In this hour, austerity budgets are all the rage, from State Capitols to the Halls of Congress. But austerity is a choice, and some question if it's a good one. Mark Blyth, a political economist at Brown University, is the author of a forthcoming book called Austerity – the History of a Dangerous Idea. He tells Jim Fleming that austerity's appeal is superficial. Around the country Governors of both parties are balancing their state budgets by making public sector employees pay more. Why?
Next, that's the question Steve Paulson asks of Steven Malanga, a senior fellow at the Manhattan Institue and the autyhor of Shakedown: The Continuing Conspiracy Against the American Taxpayer.
Then, the rich are getting rich and the gap between the rich and poor in America is getting wider. Fifty years ago the gap wasn't all that big, but in the 1970s it began to grown. There's a new documentary film about the origins of today's budget crisis called The Flaw. One of it's backers is economic historian Louis Hyman, also the author of a book called Debtor Nation. He tells Anne Strainchamps that inequality is the driving force behind the change in America's economic structure.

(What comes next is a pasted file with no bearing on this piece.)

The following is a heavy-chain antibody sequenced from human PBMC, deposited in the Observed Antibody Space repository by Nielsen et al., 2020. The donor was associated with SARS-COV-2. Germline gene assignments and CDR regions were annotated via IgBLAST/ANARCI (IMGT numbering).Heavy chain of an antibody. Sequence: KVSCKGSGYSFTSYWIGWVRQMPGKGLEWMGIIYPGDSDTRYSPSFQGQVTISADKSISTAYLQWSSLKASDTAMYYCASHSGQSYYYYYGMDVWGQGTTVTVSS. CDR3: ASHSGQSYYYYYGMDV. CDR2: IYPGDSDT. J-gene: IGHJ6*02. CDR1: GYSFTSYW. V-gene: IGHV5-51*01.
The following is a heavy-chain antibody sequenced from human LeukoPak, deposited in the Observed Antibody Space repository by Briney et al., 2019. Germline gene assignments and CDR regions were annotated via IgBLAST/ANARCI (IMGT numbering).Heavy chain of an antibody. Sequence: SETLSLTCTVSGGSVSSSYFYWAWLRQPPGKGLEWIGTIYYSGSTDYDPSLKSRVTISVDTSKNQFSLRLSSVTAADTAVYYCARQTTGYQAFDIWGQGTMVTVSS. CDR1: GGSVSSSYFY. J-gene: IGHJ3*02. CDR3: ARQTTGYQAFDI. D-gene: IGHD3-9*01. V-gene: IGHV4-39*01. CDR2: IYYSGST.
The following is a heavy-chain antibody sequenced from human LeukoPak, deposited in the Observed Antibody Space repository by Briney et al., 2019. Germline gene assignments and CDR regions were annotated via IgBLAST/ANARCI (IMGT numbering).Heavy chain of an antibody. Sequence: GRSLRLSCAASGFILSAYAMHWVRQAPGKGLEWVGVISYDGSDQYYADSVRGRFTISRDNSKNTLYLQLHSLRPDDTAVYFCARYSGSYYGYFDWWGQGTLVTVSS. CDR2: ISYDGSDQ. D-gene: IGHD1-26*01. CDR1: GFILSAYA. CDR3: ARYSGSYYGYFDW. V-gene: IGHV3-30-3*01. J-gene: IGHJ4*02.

After that, Diane Ravitch was Assistant Secretary of Education under George Bush Sr. And a strong proponent of charter schools and the No Child Left Behind program. She has a new book called The Death and Life of the Great American School System which reflects a change of mind. She tells Steve Paulson there's a political agenda behind all the recent school cuts.
And finally, NY Times commentator David Brooks has a particular interest in education reform, which he's been following for decades. He tells Steve Paulson the old ways of schools need to change. [Broadcast Date: March 23, 2011]
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